While producers in other languages make a beeline to release their films during major festivals, Marathi producers shy away from the box office during Maharashtra's biggest festival.
Here is why you never get to see a new Marathi film during Ganeshotsav
Mumbai - 13 Sep 2018 20:06 IST
Major festivals in India usually see big, prominent films being released. In fact, there is often a rush to block slots for festivals like Diwali, Christmas, Eid, Holi, Pongal (Tamil) and Durga Puja (Bengali) as the festival holidays boost ticket sales at the box office.
But this is not the case with Ganesh Chaturthi or Ganeshotsav, Maharashtra's biggest festival. In marked contrast, most Marathi film producers avoid releasing their films during the festival even if they spend the rest of the year battling for decent slots.
In fact, many a time during the course of the year, there are as many as three or four Marathi films being released at a time, not counting the big Hindi films that they have to compete with. But during Ganeshotsav, there are none.
So, what is it that keeps Marathi film producers away from the theatres during Ganeshotsav?
Amol Kagne, producer of the recent releases Halaal (2018) and Lathe Joshi (2018), believes the busy schedule of people during the festival is the reason producers choose not to release their films.
“Ganeshotsav is an important festival in Maharashtra," he said. "So people get preoccupied in activities like preparing for the festival and getting the house ready. A lot of effort goes into it.”
Ranjit Gugle, producer of hits like Muramba (2017) and Double Seat (2015), echoed the sentiment. “More than Diwali, for Maharashtrian families, Ganeshotsav is important," he said. "Even young people are busy, first organizing the festivities and then taking part in visarjan [immersion]. On the last two days, the city is jampacked. It’s not like Diwali, which is spent with friends. This festival is connected more with family and relatives. Then there is Gauri Puja which adds to the weight of preparations.”
Kagne also believes there are not enough patrons for films in this period: “People from the middle and lower-middle class watch maybe one film in a week or two. They have limited spending power. And spending on Ganeshotsav is more important for them than spending on movies.”
Gugle added to the thought: “A lot of money is spent in this period. So, spending on other things [like movies] drops. Films become secondary. There may be exceptions, but generally Marathi films don’t do well during Ganeshotsav. The agenda for these 10 days is that either someone is coming over to our place or we are going over to visit someone.”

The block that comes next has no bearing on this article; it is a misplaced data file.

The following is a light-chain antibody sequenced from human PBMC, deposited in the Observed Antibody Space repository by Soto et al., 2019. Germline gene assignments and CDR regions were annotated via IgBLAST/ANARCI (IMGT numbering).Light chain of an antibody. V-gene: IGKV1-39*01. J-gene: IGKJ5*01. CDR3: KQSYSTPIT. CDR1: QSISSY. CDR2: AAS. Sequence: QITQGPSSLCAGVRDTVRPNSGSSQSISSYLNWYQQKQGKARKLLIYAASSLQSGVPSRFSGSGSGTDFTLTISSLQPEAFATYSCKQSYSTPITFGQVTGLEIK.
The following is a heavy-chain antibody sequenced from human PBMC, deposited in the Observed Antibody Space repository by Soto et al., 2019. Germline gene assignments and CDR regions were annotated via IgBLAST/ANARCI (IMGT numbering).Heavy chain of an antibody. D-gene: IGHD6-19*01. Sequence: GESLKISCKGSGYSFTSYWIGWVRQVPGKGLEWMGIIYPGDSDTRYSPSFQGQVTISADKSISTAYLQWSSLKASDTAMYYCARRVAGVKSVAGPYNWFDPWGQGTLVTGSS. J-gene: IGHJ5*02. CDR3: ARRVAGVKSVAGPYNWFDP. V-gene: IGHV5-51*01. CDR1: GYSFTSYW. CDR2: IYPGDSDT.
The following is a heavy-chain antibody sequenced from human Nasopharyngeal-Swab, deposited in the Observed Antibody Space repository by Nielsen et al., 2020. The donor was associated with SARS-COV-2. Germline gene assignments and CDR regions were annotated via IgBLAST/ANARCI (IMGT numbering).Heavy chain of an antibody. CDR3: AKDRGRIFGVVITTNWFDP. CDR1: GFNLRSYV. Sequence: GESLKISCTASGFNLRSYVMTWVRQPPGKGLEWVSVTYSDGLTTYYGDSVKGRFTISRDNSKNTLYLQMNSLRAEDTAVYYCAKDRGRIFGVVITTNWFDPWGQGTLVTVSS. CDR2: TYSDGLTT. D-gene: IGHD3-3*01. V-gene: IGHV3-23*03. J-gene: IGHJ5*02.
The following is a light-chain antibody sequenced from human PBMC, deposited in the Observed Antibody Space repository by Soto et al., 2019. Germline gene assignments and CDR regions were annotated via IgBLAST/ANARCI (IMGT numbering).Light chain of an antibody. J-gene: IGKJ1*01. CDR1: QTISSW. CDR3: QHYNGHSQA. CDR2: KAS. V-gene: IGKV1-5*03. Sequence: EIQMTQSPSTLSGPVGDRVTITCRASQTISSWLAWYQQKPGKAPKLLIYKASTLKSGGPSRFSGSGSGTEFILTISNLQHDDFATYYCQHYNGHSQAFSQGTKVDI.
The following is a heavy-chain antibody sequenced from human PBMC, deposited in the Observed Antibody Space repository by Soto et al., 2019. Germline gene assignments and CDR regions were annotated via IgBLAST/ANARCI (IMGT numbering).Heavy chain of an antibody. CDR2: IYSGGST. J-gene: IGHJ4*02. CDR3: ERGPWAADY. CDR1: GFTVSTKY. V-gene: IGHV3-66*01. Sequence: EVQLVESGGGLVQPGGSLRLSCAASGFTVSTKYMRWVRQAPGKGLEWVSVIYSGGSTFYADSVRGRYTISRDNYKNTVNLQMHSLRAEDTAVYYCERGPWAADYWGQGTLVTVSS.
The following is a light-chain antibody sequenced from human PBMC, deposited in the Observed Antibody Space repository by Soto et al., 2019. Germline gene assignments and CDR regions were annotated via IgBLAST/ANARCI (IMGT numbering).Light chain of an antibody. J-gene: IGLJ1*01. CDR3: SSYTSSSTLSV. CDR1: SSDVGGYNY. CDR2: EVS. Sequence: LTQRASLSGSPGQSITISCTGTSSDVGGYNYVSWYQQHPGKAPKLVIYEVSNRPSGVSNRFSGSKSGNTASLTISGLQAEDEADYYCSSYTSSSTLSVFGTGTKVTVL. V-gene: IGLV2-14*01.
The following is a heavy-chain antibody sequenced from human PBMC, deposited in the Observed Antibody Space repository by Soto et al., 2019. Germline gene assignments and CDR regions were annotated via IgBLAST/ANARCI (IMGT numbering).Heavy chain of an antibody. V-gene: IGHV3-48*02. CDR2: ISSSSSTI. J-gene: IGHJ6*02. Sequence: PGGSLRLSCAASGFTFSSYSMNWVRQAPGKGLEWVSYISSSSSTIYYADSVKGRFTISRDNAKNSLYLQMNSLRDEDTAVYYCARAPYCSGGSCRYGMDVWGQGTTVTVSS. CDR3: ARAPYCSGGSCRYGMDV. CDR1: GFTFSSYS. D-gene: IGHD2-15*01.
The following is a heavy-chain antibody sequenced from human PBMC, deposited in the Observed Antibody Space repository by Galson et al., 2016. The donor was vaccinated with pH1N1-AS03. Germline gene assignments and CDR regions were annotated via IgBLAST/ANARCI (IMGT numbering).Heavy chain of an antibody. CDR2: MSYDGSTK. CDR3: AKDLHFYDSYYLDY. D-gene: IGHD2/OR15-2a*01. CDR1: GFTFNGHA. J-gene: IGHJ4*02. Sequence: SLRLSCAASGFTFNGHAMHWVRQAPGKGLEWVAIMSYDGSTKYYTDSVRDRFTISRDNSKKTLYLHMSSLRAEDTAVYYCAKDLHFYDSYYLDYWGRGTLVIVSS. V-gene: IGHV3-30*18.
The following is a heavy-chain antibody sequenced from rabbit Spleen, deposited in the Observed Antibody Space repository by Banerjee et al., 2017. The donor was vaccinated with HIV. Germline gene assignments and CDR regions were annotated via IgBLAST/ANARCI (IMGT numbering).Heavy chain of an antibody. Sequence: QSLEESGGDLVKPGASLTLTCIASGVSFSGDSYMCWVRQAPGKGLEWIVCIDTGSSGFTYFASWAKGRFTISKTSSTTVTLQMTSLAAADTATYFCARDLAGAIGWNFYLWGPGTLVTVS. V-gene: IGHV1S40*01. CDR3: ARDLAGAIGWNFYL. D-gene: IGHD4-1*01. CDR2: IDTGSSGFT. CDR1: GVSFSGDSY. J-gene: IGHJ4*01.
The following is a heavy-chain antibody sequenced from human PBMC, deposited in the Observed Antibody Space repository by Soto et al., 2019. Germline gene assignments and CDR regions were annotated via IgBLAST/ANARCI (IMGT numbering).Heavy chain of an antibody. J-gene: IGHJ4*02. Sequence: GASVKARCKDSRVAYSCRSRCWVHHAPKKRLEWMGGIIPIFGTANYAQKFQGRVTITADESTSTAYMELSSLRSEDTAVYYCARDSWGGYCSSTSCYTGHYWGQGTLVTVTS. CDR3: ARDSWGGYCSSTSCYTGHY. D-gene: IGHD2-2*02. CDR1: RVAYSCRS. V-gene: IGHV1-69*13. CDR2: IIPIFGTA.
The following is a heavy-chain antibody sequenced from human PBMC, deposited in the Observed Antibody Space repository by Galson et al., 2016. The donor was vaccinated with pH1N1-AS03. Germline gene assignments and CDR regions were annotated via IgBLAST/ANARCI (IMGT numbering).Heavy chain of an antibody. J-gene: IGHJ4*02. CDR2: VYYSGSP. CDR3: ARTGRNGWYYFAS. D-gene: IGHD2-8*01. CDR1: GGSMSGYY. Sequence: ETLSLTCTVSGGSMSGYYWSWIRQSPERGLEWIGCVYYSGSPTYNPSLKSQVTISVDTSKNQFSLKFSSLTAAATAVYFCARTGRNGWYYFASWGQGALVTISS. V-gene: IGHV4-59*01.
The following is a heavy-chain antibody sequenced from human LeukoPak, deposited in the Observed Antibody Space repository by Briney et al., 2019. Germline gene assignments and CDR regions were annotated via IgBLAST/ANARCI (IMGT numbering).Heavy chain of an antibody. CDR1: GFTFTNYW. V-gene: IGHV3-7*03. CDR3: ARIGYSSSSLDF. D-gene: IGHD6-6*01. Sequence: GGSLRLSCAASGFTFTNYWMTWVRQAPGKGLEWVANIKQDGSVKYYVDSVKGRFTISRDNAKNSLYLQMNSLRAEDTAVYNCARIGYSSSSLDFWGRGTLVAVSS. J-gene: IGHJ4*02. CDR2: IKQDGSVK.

Kagne said he understood this even before he became a producer. “From what I have studied and realized in these years, the Marathi audience isn’t too keen on watching films during Ganeshotsav," he said. "This isn’t a good period for the box office. I was part of the production team of Raju Parsekar’s Sat Na Gat (2013). I remember we were warned against releasing the film during this period.”
Hindi film producers on the other hand are always looking out for major festivals to release their films. Kagne believes that is a different ball game.
“Hindi is a wide market at the national level," the producer argued. "People from various regions and languages come under it. Even if a section of the audience does not turn up in large numbers, it doesn’t make much of a difference to the films."
Noted film critic, author and screenwriter Ganesh Matkari believes that apart from the work related to Ganeshotsav, competition from Hindi films is a reason why Marathi films are not released in this period. "Usually people are tied up with festival-related activities and have no time to watch multiple films," he said. "So the best entertaining option with big budgets and stars wins. Big Hindi films also occupy more screens, so scheduling of Marathi films at convenient screening times suffers.”
Matkari pointed out that this is a problem for Marathi cinema throughout the year. “This is also seen whenever big Hindi films are released, not just during festivals," he said. "To a lesser extent, we see that whenever a big Hindi film with major actors and backed by an influential producer is released, Marathi producers avoid releasing their films. The reason is the same, more or less. The Marathi audience watches Hindi as well as Marathi films and if a prominent Hindi film gets released, people flock to see it and the smaller Marathi film gets ignored.”